Available in 3 age-specific forms, the AMAS takes into account age-related situations that predictably affect an individual's anxiety
19 years and up
Separated by sex, based on a sample of more than 2,800 individuals, corresponding to U.S. Census figures in regard to ethnicity and geographic region
Level C required.
About Qualification Levels
Available in Italian, Romanian, & SpanishPublished Translations
Manuals & Resources
(AMAS™) Adult Manifest Anxiety Scale™
BY CECIL R. REYNOLDS, PHD, BERT O. RICHMOND, EDD, AND PATRICIA A. LOWE, PHD
Developed by the authors of the highly regarded Revised Children’s Manifest Anxiety Scale, Second Edition (RCMAS-2), this self-report inventory measures the level and nature of anxiety in adults. The AMAS incorporates the best attributes of the RCMAS-2 while adding age-appropriate item content and scales for three different stages of adult life.
Three Age-Appropriate Forms
The scale is available in three forms: AMAS-A for adults (ages 19 to 59); AMAS-E for elderly individuals (60 and above); and AMAS-C for students enrolled in college. The three forms were independently developed and normed, and each includes some unique items and/or subscales. The AMAS-A, for example, contains several items addressing work pressures, while the AMAS-E includes items focusing on fear of aging, and the AMAS-C adds a Test Anxiety scale. Subscales for each version are listed below:
Fear of Aging
In addition, all versions include a Lie Scale to assess response validity.
Just 10 Minutes
Containing 36 to 49 items, each AMAS form can be administered in just 10 minutes. The respondent answers “yes” or “no” to each item, and the “yes” responses are summed to obtain scale scores and a total score.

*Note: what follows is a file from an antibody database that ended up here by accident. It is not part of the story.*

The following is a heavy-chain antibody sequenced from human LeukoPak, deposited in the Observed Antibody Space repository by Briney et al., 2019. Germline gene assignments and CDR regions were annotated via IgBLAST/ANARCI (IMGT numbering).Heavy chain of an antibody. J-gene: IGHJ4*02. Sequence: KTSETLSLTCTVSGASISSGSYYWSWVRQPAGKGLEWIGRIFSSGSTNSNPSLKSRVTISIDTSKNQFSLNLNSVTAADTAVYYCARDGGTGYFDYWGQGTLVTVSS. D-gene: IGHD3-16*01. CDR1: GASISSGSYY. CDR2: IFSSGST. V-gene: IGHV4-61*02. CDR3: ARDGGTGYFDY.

The standardization samples totaled more than 2,800 individuals (1,419 for the AMAS-A; 636 for the AMAS-E; and 818 for the AMAS-C). Each of the three norm groups included both males and females and corresponded roughly to U.S. Census figures in terms of ethnicity and geographic region. The AMAS-A data were collected at church, parent, and community groups; the AMAS-E sample was recruited primarily at retirement communities and senior citizen centers; and the AMAS-C sample was drawn from five college campuses in different states. For each version of the test, normalized T-scores are presented for the entire group and for males and females separately.
A Targeted Assessment
The AMAS offers a simple, efficient way to measure anxiety experienced by adults. Because it has three age-specific forms, it permits a targeted assessment that takes into account many of the situations that predictably condition an individual’s moods and feelings. The test is useful in general clinical practice, college counseling centers, and geriatric settings. It is an excellent way to monitor the effects of psychotherapy and drug therapy.
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